June (Betty Compson) returns to the drab, rain-filled streets whence she came
US / 71 minutes / bw / Radio Dir: George Archainbaud Pr: William LeBaron Scr: Wallace Smith Story: Robert Milton, Guy Bolton Cine: Leo Tover Cast: Betty Compson, John Darrow, Gilbert Emery, Margaret Livingston, Ivan Lebedeff, Edgar Norton, Daphne Pollard, Halliwell Hobbes.
In London, Sir Gerald Courtney (Emery), desperate to get his son Russell (Darrow) out of the clutches of drink and unsubtle gold-digger Berthine Waller (Livingston), hires tyro prostitute June (Compson) to lure him away from Berthine and onto the path of virtue. The plan seems to work well: Russell dumps Berthine, sobers up, stops partying, and starts to do well in his profession of architect. But there are problems, too: although June thinks she and Russell are just good pals, he’s fallen in love with her; meanwhile, June and Sir Gerald have become enamored of each other. When June tells Russell the truth, he has a relapse, finally passing out from drink on her bed. Next morning, Berthine is discovered in Russell’s flat, murdered ‑‑ in fact by her jealous lover and partner-in-crime Nikolai Rabinoff (Lebedeff) ‑‑ and Russell is the cops’ Suspect #1. While Russell, Sir Gerald and the family lawyer Sir James (Hobbes) discuss strategy, June arrives and gives Russell the alibi he craves: he was in her apartment all night. Sir Gerald immediately assumes the worst . . . just the way he’d promised her he would never do.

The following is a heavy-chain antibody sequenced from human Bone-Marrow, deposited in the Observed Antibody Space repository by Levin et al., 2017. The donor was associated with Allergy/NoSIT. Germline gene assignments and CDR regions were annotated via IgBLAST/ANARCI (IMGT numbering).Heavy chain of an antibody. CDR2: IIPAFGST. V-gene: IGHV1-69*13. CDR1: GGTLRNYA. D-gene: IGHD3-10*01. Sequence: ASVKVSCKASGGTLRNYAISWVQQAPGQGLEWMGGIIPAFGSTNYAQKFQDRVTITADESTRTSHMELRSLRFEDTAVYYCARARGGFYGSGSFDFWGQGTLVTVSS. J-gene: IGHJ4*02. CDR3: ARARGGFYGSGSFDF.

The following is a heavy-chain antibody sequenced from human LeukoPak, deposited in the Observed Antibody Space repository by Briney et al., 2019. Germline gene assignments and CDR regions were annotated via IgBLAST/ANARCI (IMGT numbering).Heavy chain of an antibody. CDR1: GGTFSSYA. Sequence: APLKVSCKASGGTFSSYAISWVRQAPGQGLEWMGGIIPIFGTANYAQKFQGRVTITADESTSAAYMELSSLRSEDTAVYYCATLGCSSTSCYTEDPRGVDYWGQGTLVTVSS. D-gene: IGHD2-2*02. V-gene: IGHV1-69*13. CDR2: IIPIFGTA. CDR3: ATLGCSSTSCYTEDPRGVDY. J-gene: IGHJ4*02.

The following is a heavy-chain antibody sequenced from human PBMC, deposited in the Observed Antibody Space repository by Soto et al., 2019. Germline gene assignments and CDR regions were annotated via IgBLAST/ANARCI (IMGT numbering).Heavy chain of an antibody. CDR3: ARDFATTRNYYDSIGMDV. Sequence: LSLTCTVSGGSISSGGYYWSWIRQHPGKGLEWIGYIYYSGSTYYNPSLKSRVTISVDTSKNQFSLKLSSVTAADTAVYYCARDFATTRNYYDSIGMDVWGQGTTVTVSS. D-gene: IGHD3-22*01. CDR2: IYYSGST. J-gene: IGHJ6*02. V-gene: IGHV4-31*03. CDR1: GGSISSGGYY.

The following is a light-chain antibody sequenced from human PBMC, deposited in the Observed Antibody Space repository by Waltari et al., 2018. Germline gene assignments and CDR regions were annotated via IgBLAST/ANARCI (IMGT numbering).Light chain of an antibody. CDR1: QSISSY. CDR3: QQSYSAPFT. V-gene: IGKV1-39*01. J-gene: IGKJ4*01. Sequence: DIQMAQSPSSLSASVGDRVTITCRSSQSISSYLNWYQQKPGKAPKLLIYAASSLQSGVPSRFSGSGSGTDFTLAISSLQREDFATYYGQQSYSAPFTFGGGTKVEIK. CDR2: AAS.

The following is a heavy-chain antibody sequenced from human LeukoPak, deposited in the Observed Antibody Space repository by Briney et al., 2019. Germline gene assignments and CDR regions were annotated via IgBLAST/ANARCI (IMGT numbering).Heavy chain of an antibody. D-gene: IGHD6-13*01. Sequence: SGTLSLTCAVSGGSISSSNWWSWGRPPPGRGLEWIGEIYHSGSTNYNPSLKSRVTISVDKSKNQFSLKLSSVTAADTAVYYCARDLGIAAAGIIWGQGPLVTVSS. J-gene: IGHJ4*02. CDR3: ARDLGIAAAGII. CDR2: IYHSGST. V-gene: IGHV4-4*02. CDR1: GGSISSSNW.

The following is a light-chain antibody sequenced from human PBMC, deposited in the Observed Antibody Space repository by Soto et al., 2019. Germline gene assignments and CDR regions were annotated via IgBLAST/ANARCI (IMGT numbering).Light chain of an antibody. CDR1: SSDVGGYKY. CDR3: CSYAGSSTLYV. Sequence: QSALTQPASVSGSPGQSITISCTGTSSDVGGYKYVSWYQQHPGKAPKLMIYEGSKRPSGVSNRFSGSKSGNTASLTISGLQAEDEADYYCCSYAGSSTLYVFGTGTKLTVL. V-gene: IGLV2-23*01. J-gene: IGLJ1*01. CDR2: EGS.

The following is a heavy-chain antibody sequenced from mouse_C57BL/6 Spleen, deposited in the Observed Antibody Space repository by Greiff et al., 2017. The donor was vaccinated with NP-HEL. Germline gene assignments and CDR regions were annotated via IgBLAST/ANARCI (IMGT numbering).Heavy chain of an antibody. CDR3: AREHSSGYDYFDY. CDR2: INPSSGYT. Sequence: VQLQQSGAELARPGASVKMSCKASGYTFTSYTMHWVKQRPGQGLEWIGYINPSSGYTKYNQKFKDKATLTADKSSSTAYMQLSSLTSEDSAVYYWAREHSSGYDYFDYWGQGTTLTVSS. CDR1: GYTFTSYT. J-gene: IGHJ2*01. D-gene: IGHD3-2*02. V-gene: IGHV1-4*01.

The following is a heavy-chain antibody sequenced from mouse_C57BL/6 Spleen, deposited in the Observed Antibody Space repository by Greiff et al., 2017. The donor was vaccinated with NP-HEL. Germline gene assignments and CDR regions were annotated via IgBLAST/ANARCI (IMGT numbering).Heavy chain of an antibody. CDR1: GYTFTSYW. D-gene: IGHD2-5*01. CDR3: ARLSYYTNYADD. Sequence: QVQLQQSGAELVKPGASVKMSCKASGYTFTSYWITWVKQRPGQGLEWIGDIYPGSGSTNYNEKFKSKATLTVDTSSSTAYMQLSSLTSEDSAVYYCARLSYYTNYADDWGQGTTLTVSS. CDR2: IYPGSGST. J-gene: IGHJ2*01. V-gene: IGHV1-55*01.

The movie starts as a light romantic drama/comedy, lurches into more powerful drama and only in the final act ‑‑ with the murder and the exposure of upper-class social hypocrisy ‑‑ does it begin to seem a little more noirish. The ending is very noirish indeed: June, having ripped up the check Sir Gerald gave her for saving Russell, is back on the streets, just where she began; the nihilism is tempered, however, by the knowledge that a thoroughly repentant Sir Gerald has promised he’ll find her wherever she might be.
Although the material might seem promising, the production standards let it down more than a tad. The pacing is noticeably clumsy and laborious; the US principals have difficulty hanging onto their English accents; and Sir Gerald’s such a dreary, whiny old stick that it’s hard to believe June could be drawn to him. Yet Compson’s fine in her role, and some of the cinematography — as in the still at the head of these notes — is nicely evocative.
It’s sometimes claimed this was based on a novel or play called A Lady for Hire, but no such entity appears to exist; most contemporary sources indicate the movie was based on an original screen story by Milton and Bolton. The movie did, however, have A Lady for Hire as one of its working titles, and this may be the root of the confusion.
On Amazon.com: The Lady Refuses (1931)